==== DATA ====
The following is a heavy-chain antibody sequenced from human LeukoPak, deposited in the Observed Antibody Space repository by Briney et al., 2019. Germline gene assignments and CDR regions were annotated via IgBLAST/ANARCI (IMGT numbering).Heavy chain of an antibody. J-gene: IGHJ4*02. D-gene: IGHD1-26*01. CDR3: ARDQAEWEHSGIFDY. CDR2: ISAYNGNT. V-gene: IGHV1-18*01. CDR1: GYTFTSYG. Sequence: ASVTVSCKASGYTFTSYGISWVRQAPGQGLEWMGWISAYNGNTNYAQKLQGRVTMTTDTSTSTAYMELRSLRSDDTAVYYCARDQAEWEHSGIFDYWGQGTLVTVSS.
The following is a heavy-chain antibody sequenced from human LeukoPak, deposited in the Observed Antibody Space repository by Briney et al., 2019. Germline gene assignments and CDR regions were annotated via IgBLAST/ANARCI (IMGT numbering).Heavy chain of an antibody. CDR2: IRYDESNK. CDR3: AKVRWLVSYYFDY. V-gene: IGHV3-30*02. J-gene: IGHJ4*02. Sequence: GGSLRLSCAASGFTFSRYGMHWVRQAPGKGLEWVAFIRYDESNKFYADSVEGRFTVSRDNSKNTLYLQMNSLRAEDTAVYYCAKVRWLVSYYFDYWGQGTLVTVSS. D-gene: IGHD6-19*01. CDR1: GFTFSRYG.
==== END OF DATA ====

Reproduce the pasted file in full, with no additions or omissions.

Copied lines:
The following is a heavy-chain antibody sequenced from human LeukoPak, deposited in the Observed Antibody Space repository by Briney et al., 2019. Germline gene assignments and CDR regions were annotated via IgBLAST/ANARCI (IMGT numbering).Heavy chain of an antibody. J-gene: IGHJ4*02. D-gene: IGHD1-26*01. CDR3: ARDQAEWEHSGIFDY. CDR2: ISAYNGNT. V-gene: IGHV1-18*01. CDR1: GYTFTSYG. Sequence: ASVTVSCKASGYTFTSYGISWVRQAPGQGLEWMGWISAYNGNTNYAQKLQGRVTMTTDTSTSTAYMELRSLRSDDTAVYYCARDQAEWEHSGIFDYWGQGTLVTVSS.
The following is a heavy-chain antibody sequenced from human LeukoPak, deposited in the Observed Antibody Space repository by Briney et al., 2019. Germline gene assignments and CDR regions were annotated via IgBLAST/ANARCI (IMGT numbering).Heavy chain of an antibody. CDR2: IRYDESNK. CDR3: AKVRWLVSYYFDY. V-gene: IGHV3-30*02. J-gene: IGHJ4*02. Sequence: GGSLRLSCAASGFTFSRYGMHWVRQAPGKGLEWVAFIRYDESNKFYADSVEGRFTVSRDNSKNTLYLQMNSLRAEDTAVYYCAKVRWLVSYYFDYWGQGTLVTVSS. D-gene: IGHD6-19*01. CDR1: GFTFSRYG.